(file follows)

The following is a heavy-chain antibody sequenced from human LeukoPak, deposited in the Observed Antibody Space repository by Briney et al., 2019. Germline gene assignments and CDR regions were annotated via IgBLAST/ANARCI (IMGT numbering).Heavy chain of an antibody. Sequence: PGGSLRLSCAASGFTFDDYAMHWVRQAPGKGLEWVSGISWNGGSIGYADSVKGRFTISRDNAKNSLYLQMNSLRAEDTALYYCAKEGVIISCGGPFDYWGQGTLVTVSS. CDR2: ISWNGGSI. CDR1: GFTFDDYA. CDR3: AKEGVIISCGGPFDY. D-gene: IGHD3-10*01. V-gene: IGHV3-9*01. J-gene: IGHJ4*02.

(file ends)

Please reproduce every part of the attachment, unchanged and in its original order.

The following is a heavy-chain antibody sequenced from human LeukoPak, deposited in the Observed Antibody Space repository by Briney et al., 2019. Germline gene assignments and CDR regions were annotated via IgBLAST/ANARCI (IMGT numbering).Heavy chain of an antibody. Sequence: PGGSLRLSCAASGFTFDDYAMHWVRQAPGKGLEWVSGISWNGGSIGYADSVKGRFTISRDNAKNSLYLQMNSLRAEDTALYYCAKEGVIISCGGPFDYWGQGTLVTVSS. CDR2: ISWNGGSI. CDR1: GFTFDDYA. CDR3: AKEGVIISCGGPFDY. D-gene: IGHD3-10*01. V-gene: IGHV3-9*01. J-gene: IGHJ4*02.